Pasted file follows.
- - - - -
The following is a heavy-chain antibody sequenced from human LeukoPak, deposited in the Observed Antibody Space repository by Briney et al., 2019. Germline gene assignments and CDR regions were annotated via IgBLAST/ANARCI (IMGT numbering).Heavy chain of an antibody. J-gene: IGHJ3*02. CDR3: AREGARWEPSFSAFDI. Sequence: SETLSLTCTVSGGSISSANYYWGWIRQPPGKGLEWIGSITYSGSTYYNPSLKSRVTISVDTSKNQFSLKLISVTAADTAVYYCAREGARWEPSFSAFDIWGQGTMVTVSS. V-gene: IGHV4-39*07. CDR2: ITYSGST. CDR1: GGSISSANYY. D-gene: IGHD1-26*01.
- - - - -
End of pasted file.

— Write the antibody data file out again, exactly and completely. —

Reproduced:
The following is a heavy-chain antibody sequenced from human LeukoPak, deposited in the Observed Antibody Space repository by Briney et al., 2019. Germline gene assignments and CDR regions were annotated via IgBLAST/ANARCI (IMGT numbering).Heavy chain of an antibody. J-gene: IGHJ3*02. CDR3: AREGARWEPSFSAFDI. Sequence: SETLSLTCTVSGGSISSANYYWGWIRQPPGKGLEWIGSITYSGSTYYNPSLKSRVTISVDTSKNQFSLKLISVTAADTAVYYCAREGARWEPSFSAFDIWGQGTMVTVSS. V-gene: IGHV4-39*07. CDR2: ITYSGST. CDR1: GGSISSANYY. D-gene: IGHD1-26*01.